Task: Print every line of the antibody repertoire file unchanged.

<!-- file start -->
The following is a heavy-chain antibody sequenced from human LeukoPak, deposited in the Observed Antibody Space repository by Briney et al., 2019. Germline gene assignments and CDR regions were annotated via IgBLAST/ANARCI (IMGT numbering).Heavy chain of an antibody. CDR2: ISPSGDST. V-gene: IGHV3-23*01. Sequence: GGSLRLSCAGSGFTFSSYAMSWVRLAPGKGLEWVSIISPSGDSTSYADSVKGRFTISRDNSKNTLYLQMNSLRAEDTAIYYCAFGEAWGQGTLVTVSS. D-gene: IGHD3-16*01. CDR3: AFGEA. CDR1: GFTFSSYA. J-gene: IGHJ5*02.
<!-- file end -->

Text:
The following is a heavy-chain antibody sequenced from human LeukoPak, deposited in the Observed Antibody Space repository by Briney et al., 2019. Germline gene assignments and CDR regions were annotated via IgBLAST/ANARCI (IMGT numbering).Heavy chain of an antibody. CDR2: ISPSGDST. V-gene: IGHV3-23*01. Sequence: GGSLRLSCAGSGFTFSSYAMSWVRLAPGKGLEWVSIISPSGDSTSYADSVKGRFTISRDNSKNTLYLQMNSLRAEDTAIYYCAFGEAWGQGTLVTVSS. D-gene: IGHD3-16*01. CDR3: AFGEA. CDR1: GFTFSSYA. J-gene: IGHJ5*02.